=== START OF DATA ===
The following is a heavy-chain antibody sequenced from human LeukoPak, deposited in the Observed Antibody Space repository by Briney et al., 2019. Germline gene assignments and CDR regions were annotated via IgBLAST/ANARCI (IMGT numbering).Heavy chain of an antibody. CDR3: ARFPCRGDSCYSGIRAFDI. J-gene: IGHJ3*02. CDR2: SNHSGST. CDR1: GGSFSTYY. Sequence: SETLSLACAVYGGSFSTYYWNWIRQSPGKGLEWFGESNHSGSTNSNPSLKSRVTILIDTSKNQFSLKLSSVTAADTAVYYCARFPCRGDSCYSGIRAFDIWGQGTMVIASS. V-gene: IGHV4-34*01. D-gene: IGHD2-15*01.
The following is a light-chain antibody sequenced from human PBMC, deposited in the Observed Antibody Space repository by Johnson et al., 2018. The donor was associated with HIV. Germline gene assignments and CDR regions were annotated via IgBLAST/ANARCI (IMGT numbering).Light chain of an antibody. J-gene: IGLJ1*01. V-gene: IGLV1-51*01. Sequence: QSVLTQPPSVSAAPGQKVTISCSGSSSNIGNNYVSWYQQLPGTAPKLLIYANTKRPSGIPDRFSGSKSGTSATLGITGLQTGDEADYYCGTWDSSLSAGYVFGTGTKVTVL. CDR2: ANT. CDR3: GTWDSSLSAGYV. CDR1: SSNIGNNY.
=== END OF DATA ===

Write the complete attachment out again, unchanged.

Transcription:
The following is a heavy-chain antibody sequenced from human LeukoPak, deposited in the Observed Antibody Space repository by Briney et al., 2019. Germline gene assignments and CDR regions were annotated via IgBLAST/ANARCI (IMGT numbering).Heavy chain of an antibody. CDR3: ARFPCRGDSCYSGIRAFDI. J-gene: IGHJ3*02. CDR2: SNHSGST. CDR1: GGSFSTYY. Sequence: SETLSLACAVYGGSFSTYYWNWIRQSPGKGLEWFGESNHSGSTNSNPSLKSRVTILIDTSKNQFSLKLSSVTAADTAVYYCARFPCRGDSCYSGIRAFDIWGQGTMVIASS. V-gene: IGHV4-34*01. D-gene: IGHD2-15*01.
The following is a light-chain antibody sequenced from human PBMC, deposited in the Observed Antibody Space repository by Johnson et al., 2018. The donor was associated with HIV. Germline gene assignments and CDR regions were annotated via IgBLAST/ANARCI (IMGT numbering).Light chain of an antibody. J-gene: IGLJ1*01. V-gene: IGLV1-51*01. Sequence: QSVLTQPPSVSAAPGQKVTISCSGSSSNIGNNYVSWYQQLPGTAPKLLIYANTKRPSGIPDRFSGSKSGTSATLGITGLQTGDEADYYCGTWDSSLSAGYVFGTGTKVTVL. CDR2: ANT. CDR3: GTWDSSLSAGYV. CDR1: SSNIGNNY.